Standard 300m Shuttle
r = .987**
r = 1.0
r = -.915**




Cunningham & Faulkner
r = -.935**
r = -.915**
r = 1.0





** Correlation is significant at the 0.01 level (2-tailed).

Discussion

The objective of this study was to examine the use of the MOD as a valid assessment of anaerobic capacity in healthy individuals. The two other tests included in this study (STA & CUN), which were used to correlate results with the MOD, have previously been determined to be valid and reliable assessments of anaerobic capacity (Moore & Murphy, 2003; (Thomas, Plowman, & Looney, 2009). As the results show, the MOD has a strong relationship to both the STA and CUN. Additionally, these findings were found to be significant (p<0.01). If we use the CUN as our criterion-referenced model for the assessment of anaerobic capacity, then the MOD had a higher correlation (r= .935) than the STA (r= -.915). Therefore, it can be argued that the MOD may be more effective than the STA in measuring anaerobic capacity due to a higher correlation with the criterion-reference model, however more research is needed to support this. However, due to the results of this study, there is strong evidence to support the validity of the MOD as an assessment of anaerobic capacity.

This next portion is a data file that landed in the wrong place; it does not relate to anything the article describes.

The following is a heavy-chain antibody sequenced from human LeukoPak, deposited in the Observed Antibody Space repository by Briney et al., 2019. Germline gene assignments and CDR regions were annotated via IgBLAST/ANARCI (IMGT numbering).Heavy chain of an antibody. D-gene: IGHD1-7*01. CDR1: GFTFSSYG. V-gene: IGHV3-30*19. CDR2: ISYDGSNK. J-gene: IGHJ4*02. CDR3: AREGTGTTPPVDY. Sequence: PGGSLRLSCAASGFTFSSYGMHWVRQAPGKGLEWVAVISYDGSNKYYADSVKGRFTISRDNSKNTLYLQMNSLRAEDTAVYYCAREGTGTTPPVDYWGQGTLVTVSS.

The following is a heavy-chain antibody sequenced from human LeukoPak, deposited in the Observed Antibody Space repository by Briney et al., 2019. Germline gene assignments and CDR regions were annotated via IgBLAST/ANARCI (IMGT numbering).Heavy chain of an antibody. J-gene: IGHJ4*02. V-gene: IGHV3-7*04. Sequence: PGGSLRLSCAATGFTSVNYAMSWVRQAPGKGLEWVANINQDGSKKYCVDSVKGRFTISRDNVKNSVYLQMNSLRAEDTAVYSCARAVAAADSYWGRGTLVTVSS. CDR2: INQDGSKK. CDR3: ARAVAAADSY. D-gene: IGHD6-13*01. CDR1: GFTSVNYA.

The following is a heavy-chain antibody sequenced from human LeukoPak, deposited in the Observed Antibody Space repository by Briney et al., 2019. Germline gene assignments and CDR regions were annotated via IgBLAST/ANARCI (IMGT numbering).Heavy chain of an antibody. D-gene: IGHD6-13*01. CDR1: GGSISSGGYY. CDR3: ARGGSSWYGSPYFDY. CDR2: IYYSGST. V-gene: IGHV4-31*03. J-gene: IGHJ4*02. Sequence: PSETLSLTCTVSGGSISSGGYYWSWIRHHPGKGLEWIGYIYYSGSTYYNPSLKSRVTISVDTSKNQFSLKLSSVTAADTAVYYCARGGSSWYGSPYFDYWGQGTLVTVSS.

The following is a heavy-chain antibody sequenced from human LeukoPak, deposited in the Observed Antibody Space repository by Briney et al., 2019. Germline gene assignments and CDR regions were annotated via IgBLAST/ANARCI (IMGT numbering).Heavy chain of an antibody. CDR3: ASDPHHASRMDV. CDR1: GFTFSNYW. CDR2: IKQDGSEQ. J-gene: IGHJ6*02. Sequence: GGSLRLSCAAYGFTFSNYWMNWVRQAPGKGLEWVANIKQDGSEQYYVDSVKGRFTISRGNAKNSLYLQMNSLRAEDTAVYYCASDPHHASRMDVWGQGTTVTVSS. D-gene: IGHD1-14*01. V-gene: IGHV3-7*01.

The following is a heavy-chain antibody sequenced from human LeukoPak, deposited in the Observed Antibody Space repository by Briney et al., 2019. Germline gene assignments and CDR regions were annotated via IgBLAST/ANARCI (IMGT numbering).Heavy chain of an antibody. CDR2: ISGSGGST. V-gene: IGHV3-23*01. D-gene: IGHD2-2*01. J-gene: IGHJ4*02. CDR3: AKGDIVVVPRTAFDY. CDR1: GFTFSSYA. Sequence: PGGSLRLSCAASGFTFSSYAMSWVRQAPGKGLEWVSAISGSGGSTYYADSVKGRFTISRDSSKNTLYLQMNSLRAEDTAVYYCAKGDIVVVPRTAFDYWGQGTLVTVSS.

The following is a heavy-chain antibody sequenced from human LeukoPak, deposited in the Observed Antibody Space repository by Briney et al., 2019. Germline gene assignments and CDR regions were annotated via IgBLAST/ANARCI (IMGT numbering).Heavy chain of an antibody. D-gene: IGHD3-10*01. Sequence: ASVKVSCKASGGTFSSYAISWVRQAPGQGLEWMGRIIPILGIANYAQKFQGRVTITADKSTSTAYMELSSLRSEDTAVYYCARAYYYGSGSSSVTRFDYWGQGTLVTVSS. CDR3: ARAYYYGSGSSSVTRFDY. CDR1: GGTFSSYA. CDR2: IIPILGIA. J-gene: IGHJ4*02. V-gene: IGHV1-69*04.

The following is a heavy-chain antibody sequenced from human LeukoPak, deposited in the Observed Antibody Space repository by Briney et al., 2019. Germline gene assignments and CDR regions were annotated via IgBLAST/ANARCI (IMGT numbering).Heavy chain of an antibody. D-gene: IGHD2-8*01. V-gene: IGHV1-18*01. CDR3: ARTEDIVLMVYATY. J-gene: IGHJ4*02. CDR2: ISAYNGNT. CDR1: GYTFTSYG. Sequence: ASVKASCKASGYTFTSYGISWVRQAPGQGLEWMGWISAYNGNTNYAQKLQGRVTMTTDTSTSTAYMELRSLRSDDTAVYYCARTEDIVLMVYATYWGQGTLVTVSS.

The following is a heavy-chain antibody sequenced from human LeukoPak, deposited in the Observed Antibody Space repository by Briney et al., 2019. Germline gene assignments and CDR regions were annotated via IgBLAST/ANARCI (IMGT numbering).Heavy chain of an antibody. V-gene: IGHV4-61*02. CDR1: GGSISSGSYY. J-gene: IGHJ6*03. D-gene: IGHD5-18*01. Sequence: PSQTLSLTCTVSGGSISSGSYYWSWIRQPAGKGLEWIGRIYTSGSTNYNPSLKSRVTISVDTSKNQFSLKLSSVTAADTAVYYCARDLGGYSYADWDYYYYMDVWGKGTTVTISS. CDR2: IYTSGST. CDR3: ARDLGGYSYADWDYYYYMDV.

References


Cunningham, D., & Faulkner, J. (1969). The effect of training on aerobic and anaerobic    
metabolism  during a short exhaustive run. Medicine and Science in Sports and Exercise, 1(2), 65-69.

McGuigan, M. (2016). Principles of test selection and administration. In G. Haff & T. Triplett       (Eds.), Essentials of Strength Training and Conditioning (pp. 249-258). Champaign, IL: Human Kinetics.

Moore, A., & Murphy, A. (2003). Development of an anaerobic capacity test for field sport          athletes. Journal of Science and Medicine in Sport, 6(3), 275-284.

Peterson, M. (2012). Power. In T. Miller (Ed.), NSCA's Guide to Tests and Assessments (pp. 217-  252). Champaign, IL: Human Kinetics.


Thomas, C., Plowman, S., & Looney, M. (2009). Reliability and validity of the anaerobic speed     test and the field anaerobic shuttle test for measuring anaerobic work capacity in soccer  players. Measurement in Physical Education and Exercise Science, 6(3), 187-205.